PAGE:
To verify the successful implementation of String or integer policies on Windows 10 or 11 devices through Intune, you can leverage event IDs 813 and 814. These event IDs provide valuable insights into the application status of the policy as well as the specific value assigned to the policy on those devices. In the case of this particular policy, the value is String and is linked to the event ID 814.
By analyzing these event IDs, you can gain a clear understanding of the policy’s application status and the corresponding value associated with it on the devices in question.
To confirm this, you can check the Event log path – Applications and Services Logs – Microsoft – Windows – Devicemanagement-Enterprise-Diagnostics-Provider – Admin.
MDM PolicyManager: Set policy string, Policy: (POL_AdmPwd), Area: (ADMX_AdmPwd), EnrollmentID requesting merge: (1A661A16-302C-46D4-81F0-AA73244850D8), Current User: (Device), String: (<enabled/><data id=”ELM_AdmPwd_PasswordAgeDays” value=”15″ /><data id=”ELM_AdmPwd_PasswordComplexity” value=”4″ /><data id=”ELM_AdmPwd_PasswordLength” value=”14″ />), Enrollment Type: (0x6), Scope: (0x0).
So when I open the above Event log, I found that the policy I have applied to the device is successfully implemented. By reviewing the log entry shown in the above image, the Event Viewer, I came across essential information, including the Area and Enrollment ID. These details play a significant role in identifying the corresponding registry path. To locate the specific information, please consult the table provided below:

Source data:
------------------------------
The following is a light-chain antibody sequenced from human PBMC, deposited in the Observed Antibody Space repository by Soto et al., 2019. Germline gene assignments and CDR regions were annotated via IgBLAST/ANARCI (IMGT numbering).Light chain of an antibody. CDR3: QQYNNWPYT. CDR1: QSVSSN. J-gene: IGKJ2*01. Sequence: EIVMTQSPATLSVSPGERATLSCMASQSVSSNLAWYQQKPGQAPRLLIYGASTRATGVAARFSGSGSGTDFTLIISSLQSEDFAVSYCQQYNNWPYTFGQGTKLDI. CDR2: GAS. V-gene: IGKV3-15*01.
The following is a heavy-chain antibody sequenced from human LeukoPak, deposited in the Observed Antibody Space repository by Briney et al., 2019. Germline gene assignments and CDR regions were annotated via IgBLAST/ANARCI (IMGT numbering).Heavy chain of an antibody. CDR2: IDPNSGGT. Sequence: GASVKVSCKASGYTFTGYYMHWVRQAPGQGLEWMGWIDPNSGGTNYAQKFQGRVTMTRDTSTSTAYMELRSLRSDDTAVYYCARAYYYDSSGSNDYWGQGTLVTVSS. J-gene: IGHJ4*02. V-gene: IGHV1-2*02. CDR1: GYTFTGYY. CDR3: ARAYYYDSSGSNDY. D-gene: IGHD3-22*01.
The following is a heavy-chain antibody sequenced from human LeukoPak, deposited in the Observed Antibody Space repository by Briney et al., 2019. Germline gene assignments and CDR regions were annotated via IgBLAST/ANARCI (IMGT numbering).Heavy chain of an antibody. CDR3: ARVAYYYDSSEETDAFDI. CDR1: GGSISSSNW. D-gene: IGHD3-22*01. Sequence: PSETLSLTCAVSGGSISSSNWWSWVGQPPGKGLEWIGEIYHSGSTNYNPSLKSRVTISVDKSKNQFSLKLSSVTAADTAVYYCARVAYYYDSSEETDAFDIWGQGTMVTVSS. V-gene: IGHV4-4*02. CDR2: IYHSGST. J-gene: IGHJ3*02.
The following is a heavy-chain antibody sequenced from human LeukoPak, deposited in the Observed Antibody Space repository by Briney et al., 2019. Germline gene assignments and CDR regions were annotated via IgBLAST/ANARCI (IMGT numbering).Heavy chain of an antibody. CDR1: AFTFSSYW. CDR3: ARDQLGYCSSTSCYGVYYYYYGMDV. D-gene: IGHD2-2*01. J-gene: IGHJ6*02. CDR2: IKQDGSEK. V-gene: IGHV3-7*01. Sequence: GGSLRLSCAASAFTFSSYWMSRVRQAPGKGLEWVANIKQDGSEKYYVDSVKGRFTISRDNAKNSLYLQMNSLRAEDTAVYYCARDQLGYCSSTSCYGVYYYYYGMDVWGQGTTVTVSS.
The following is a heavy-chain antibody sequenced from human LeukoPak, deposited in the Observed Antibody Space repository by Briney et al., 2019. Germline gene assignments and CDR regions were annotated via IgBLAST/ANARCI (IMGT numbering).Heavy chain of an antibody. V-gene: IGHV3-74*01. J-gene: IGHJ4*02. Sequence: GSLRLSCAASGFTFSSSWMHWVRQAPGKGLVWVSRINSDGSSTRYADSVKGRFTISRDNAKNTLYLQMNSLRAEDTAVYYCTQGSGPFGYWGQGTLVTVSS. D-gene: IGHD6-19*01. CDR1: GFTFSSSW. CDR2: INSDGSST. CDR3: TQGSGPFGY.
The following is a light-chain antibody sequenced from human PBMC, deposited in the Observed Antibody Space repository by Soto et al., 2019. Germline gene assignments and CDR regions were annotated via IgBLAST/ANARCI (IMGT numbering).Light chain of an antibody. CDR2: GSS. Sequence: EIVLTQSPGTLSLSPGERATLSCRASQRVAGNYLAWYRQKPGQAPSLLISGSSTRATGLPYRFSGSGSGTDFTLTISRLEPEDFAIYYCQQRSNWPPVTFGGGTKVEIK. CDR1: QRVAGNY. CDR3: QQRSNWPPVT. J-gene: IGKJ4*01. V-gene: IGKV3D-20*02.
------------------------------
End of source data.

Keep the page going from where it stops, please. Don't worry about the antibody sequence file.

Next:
The details presented in the table above for the Implement Password Complexity Policy Using Intune can be employed to access the registry settings that hold the group policy configurations on a specific computer. To accomplish this, you can execute “REGEDIT.exe” on the target computer and navigate to the precise registry path where these settings are stored.
When you navigate to the above path in the Registry Editor, you will find the registry key with the name POL_AdmPwd. Also, when I navigated to the above path, I saw that the Registry Key is created, but there are three values associated with it which are as follows:
- <data id=”ELM_AdmPwd_PasswordAgeDays” value=”15″ />
- <data id=”ELM_AdmPwd_PasswordComplexity” value=”4″ />
- <data id=”ELM_AdmPwd_PasswordLength” value=”14″ />
And all of these have values associated with them as we set them previously while configuring in Intune Portal.
Abhinav Rana is working as an SCCM Admin. He loves to help the community by sharing his knowledge. He is a B.Tech graduate in Information Technology.